The Price family, Verity’s family, broke from the Covenenant of St George several generations ago – preferring to study and understand the cruptids out there rather than call them all monsters and unleash genocide on them.
The Covenant was not supportive of this split. And now they’ve arrived to perform a purge of New York City, Verity has a major problem trying to keep the local Cryptids safe – and to keep herself below the radar. Because if there’s one thing the Covenant want more than destroying “monsters” it’s destroying the Price “traitors”
The Arboreal Priestess Returns! Hail!
I have said it before and I will say it again, if you don’t love the Aislinn mice then you simply have no soul. And if I have one complaint about this book is that there needs to be so many more Aislinn Mice. More Aislinn mice. Moooore.
There’s also more Istas, the Waheela, who thinks everything can be solved with more carnage. I approve of her carnage approval.
There’s also some excellent development of Sarah, her powers, her nature, and her own awesome emotion and characterisation as her natural powers fail or don’t apply. That’s one thing that is so excellent about the world building of these books – everything is thought through, implications are considered – there’s depth as well as breadth. Like Sarah being unable to recognise people by facial features because she’s a telepathy – and recognises people by their thoughts.
This whole book is excellently balanced with the awesome world building (and I could go into it again – but really it’s a repeat of the same awesomeness I mentioned in the first book – just read that because it’s awesomely well done), the excellent action scenes, some really awesome characters who work so well together with some truly perfect familial bonds on display and all lightened with an excellent amount of humour to keep things light and action packed and deep and awesome.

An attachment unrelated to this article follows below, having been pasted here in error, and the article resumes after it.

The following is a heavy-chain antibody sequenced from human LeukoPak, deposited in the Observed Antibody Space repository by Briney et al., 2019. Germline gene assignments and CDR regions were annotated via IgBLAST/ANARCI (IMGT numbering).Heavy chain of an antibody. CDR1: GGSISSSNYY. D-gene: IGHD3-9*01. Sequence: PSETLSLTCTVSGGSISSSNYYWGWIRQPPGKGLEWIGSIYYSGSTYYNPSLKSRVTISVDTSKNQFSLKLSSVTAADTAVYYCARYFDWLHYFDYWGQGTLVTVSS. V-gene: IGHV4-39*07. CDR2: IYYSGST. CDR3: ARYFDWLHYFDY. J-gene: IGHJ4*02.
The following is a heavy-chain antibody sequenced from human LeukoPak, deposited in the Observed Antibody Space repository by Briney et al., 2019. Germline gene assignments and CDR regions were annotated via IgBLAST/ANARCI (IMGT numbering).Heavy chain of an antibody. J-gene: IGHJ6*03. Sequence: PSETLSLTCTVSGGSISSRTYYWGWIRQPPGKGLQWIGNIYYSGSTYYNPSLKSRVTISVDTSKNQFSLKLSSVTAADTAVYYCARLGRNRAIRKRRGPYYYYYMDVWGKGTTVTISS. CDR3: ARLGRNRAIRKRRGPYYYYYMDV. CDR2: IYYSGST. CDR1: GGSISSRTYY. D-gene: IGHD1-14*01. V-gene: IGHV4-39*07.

Verity continues to be awesome as well, with her own conflicts about what she actually wants to do, the idea that she doesn’t have a choice any more – but how that resentment could grow to make her loathe her life. There’s a lot put into this that I really like – her own dreams facing the harsh reality of her family legacy.
As another bonus there’s less De Luca. Or it feels that way – since they spend far more time worrying about what he’s going to do and which side he’s on rather than actually dealing with his blandly bland self. Maybe I’m being unfair – I mean the whole debate over him is actually really well done. There’s a great acknowledgement that while Dominic no longer agrees with his extreme brethren – there’s still a huge step from that and turning his back on everything he believes him. The reaction of Dominic and Verity are both good – because Verity is hurt but reasonable, grudgingly; nor does she allow affection or their relationship to cloud her simple judgement. At the same time Dominic is excellently conflicted because loyalty vs new revelations is a hard thing to get through
I still don’t like him though… I find him bland next to the awesomeness that is the other characters, especially Verity
In terms of diversity, Verity is an awesome female character with strength and conflicts who has a female best friend in Sarah with her own strengths and throwing in Istas who is equally fun. There’s never a suggestion of the women hating or disapproving of each other
Istas, our carnage loving Waheela is an Inuit woman. We have 2 recurring Indian-descended characters who are friends of Verity and we have minor background POC as well. Rochak and Salim are more prominent in this book, as is Istas, but I’m not sure I’d consider any of them major characters though they are definitely not insignificant
Sadly, the LGBT inclusion is confined to a Gay Maris – the same Gay Maris from book one: i.e. there is no LGBT inclusion.
This series has all the hallmarks of becoming one of my favourites. For the Aisling mice if nothing else! Hail the series! Hail the characters! Hail the world building! Hail the relationships! Hail the mice! Hail!